3) Unfinished artefacts, continuing process: Brian Eno suggests that we “think of cultural products, or art works, or the people who use them even, as being unfinished. Permanently unfinished. We come from a cultural heritage that says things have a ‘nature,’ and that this nature is fixed and describable. We find more and more thatn this idea is insupportable—the ‘nature’ of something is not by any means singular, and depends on where and when you find it, and what you want it for.”[1] This principle would introduce more grace and flexibility into churches. Things we do together in church are experiments, unfinished artifacts, as are we ourselves. I am in the continuing process of being finished by my relationship with you, and vice versa, and in God we anticipate the completion of this process, but only at the parousia. This is a thoroughly eschatological, and we can thank Bruns for pointing out how to think about it in terms of organizations and produsage.

4) Common property, individual rewards: I think this quote describes the key leaders of many congregations I have been a part of, “Innovative, commited and networked amateurs working to professional standards.”[2] Bruns is at pains to distinguish this phenomenon from another one, sometimes called “prosumers.” Prosumers are professional at their consumption. High-end audiophiles may be an example. Often the character of this group, who hold the property in common with others but receive individual rewards (prestige, etc.), is described in some unsatisfactory terms, such as nerds, geeks, enthusiasts, or hackers. In the church context, I see this most often happen when people simply give to the common good of the congregation, and take pride in the success of the congregational ministries. However, it is not insignificant to figure out how rewards for individuals happen in congregations, and to ensure that systems are in place to be clear about produsage in congregations as common property.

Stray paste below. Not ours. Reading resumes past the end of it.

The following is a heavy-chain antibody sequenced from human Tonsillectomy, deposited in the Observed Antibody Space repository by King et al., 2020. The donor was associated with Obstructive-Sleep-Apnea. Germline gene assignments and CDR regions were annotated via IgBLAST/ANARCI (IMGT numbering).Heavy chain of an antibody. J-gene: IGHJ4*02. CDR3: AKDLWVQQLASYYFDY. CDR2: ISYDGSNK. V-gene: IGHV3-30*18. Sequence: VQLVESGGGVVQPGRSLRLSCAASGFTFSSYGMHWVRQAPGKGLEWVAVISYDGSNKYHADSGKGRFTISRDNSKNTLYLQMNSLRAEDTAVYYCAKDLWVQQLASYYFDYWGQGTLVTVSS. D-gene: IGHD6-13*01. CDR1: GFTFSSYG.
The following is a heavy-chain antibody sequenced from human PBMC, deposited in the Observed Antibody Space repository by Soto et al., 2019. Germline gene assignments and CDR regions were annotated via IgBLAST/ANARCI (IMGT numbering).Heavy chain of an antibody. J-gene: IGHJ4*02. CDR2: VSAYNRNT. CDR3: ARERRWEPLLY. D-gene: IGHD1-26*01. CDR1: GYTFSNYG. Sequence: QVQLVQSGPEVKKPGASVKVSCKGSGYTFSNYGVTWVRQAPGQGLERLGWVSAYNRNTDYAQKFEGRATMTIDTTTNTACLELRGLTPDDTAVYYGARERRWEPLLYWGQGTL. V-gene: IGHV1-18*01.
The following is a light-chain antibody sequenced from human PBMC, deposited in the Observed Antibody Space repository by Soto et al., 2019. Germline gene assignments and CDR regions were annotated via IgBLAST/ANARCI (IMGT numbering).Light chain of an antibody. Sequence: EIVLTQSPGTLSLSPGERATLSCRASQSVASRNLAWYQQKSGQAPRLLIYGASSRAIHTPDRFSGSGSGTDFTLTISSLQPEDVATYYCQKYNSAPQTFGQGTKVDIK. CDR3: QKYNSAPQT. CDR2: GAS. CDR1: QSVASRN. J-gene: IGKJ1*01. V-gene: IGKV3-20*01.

If you are short on time (this is a long book), I strongly recommend reading at least up through chapter six, the final chapter on Wikipedia. I was simply amazed and staggered by how Wikipedia works. I actually have always trusted Wikipedia for what it is. “By contrast with traditional encyclopedias, which seek to present the current state of knowledge about the world—Wikipedia presents the currently prevalent representations of knowledge about the world.[3] This is an epistemological distinction with hermeneutical consequences.

This, together with the fact that Wikipedia is a palimpsest where you can always view the history of the development of the document you are reading (a fact not known to all users of Wikipedia), makes me trust the information I gather from it more than other web sites, and to a certain degree, even from an encyclopedia. I have not expected Wikipedia to be an encyclopedia. Wikipedia is a wiki. Both are beautiful and interesting in their own right, if read for the genre they truly are. It is Bruns’ great contribution to the cause to have analyzed thoroughly precisely what is innovative and important about Wikipedia and other prodused artefacts.

[2] 29.
[3] 114.